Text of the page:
Wall Street Beat: Tech results mixed, but show areas of strength

IPOs by Kayak and Palo Alto Networks do well Friday despite economic headwinds

By , IDG News Service |  IT Management

Quarterly earnings from some of the biggest tech companies in the world this week were decidedly mixed, but showed some signs of strength, particularly in enterprise IT spending.

Tech vendors with exposure to the hardware market have suffered as sales of PCs flatten out in the face of competition from Web-connected mobile devices and economic uncertainty, especially in Europe.

"As we look ahead at to the second half of the year, consumer market growth in Western Europe and North America is not forecasted to recover as fast as we had anticipated. Worldwide enterprise demand is growing as expected," said Intel CEO Paul Otellini on the company's earnings conference call Tuesday, according to a Seeking Alpha transcript. "We are now expecting full-year revenue growth in the 3% to 5% range versus our prior expectation of high single digits."

For the second quarter ending in June, Intel's net profit was down 4 percent year over year to US$2.8 billion. Nevertheless, revenue was $13.5 billion, up 3 percent.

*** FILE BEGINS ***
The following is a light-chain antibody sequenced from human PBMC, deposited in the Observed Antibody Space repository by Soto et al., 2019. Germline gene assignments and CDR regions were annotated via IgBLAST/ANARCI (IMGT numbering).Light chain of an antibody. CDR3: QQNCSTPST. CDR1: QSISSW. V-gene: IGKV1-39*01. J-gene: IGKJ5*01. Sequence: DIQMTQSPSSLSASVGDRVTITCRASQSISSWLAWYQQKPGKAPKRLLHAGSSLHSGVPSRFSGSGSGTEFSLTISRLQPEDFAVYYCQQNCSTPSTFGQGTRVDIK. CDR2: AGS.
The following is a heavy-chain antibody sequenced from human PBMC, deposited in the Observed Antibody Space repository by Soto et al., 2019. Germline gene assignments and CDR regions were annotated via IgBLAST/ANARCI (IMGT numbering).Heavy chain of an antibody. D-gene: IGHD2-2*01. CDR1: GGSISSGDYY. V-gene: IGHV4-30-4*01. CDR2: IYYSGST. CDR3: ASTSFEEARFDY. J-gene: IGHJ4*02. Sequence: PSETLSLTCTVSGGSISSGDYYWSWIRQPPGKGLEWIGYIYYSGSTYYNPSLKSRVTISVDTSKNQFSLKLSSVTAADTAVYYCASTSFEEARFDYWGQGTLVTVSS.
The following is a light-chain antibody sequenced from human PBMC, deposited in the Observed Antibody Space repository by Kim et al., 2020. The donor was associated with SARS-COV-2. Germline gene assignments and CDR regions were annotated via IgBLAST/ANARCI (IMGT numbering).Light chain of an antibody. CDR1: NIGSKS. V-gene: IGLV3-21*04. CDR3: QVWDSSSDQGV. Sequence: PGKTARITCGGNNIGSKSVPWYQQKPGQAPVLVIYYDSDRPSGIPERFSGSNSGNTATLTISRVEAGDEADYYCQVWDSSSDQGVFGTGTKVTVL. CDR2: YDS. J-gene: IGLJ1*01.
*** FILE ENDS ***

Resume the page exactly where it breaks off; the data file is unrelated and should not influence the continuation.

Intel rival Advanced Micro Devices on Thursday said that quarterly profit declined 40 percent year over year to $37 million. Revenue dropped 10 percent to $1.41 billion. AMD CEO Rory Read lay the blame on flagging growth in China and Europe and a weak consumer PC market.

Company officials forecast current quarter revenue to be anywhere between 2 percent growth to a 4 percent decline from the second quarter.

The other big disappointment this week was Nokia's earnings announcement Thursday, when it reported a 19 percent year over year decline in revenue, to ¬7.54 billion (US$9.5 billion). Its net loss worsened, to ¬1.53 billion from ¬492 million a year earlier.

Though the smartphone market is booming for Apple and Android-based devices, Nokia is playing catchup in the market for higher-end devices. The company is pinning its hopes on convincing developers and operators to create a "third ecosystem" in the smartphone market, making room for Windows Phone devices. But Nokia forecast that the operating loss in its phone business will continue at the same level through the third quarter, possibly worsening.

Some analysts still insist that Nokia is making good choices, however.

"The release of Windows 8 across multiple platforms, including the new Surface tablet, will provide the consumer with more exposure to OSs unique features and benefits, and will give the boost in sales that Nokia needs," said Informa Telecoms & Media analyst Julian Jest in an email report.

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